Saturday 31 December 2016 - 13:07:22 Posted by  Bobby

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 Venus is the second rocky planet from the Sun and the brightest in Earth's sky. It is Earth's inner neighbor and twin, with a similar size and mass. However, Venus has lost all of its water, and its carbon dioxide has escaped to form a very dense atmosphere that acts like a greenhouse, holding in heat.

Saskia Crater

Impact craters on Venus vary from 168 miles down to 4 miles across. Saskia is middle-sized, at 23 miles, and has a central mountain. This radar view has been colored based on other images taken on the surface.

Cloudy World

 Venus has a dense carbon-dioxide atmosphere and is completely shrouded by thick, highly reflective clouds made of weak sulfuric acid droplets. These start about 28 miles above the surface and extend up to a height of 43 miles. Below the clouds is an overcast, orange-colored world.

Maat Mons

 This large shield volcano rises about 3 miles above the surrounding plains. Lava has poured out of the volcano, spread out in all directions for hundreds of miles, and then solidified.

Sister World


 Venus is a fascinating planet. For Millennia it was known only as a bright light in the sky - third brightest, in fact, after the Sun and the Moon. Even with the advent of the telescope little more was learned about the planet, for it quickly became apparent that Venus is completely covered by clouds that prevent the surface from being seen.

 It wasn't until space probes began to make the journey to Venus in the last decades of the 20th century that we began to get an idea of what makes this planet tick. Venus is named for the Roman goddess of love, and in keeping with astronomical tradition of naming Solar System objects according to themes, almost every feature on Venus is named after women, real or mythological. The planet Venus, itself, is the only planet in the Solar System with a female name.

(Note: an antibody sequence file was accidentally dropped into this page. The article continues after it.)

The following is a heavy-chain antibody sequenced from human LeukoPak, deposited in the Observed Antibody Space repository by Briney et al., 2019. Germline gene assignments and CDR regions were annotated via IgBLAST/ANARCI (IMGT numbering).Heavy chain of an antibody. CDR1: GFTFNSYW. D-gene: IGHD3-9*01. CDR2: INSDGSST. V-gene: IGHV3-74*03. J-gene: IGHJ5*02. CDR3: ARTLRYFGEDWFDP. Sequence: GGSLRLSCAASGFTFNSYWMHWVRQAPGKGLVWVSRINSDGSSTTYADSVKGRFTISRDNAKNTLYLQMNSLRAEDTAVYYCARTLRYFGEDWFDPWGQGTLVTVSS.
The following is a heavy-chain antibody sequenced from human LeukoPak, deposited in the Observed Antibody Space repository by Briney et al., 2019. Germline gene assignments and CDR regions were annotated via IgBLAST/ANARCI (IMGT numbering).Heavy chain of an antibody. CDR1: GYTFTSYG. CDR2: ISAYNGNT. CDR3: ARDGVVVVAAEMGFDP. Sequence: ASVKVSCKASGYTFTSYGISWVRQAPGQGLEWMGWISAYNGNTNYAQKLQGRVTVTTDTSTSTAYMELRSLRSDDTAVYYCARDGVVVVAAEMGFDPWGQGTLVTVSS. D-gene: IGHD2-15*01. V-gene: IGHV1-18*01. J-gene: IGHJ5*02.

Morning and Evening Star Visibility


 Being the brightest planet in the sky, Venus has naturally been known to mankind for as long as people have admired the night sky. Being an inner planet (like Mercury), however, set it apart from the known outer planets, Jupiter and Saturn, as Venus never gets very far from the Sun in the sky - it is visible for up to a few hours before dawn in the east or for up to a few hours after sunset in the west.

 This led to it being called the "morning star" and "evening star", although at first it was not realized that these two stars were the same object. It was Pythagoras who first suggested they were one and the same. Venus is so bright that, if you know exactly where to look, it can even be seen with the naked eye in the daylight sky.

 Often it will be near the Moon in the sky, making its identification easy. In fact, it is so bright that some people sometimes mistake it for a UFO - long before he became the u.s. President, Jimmy Carter once reported Venus as such!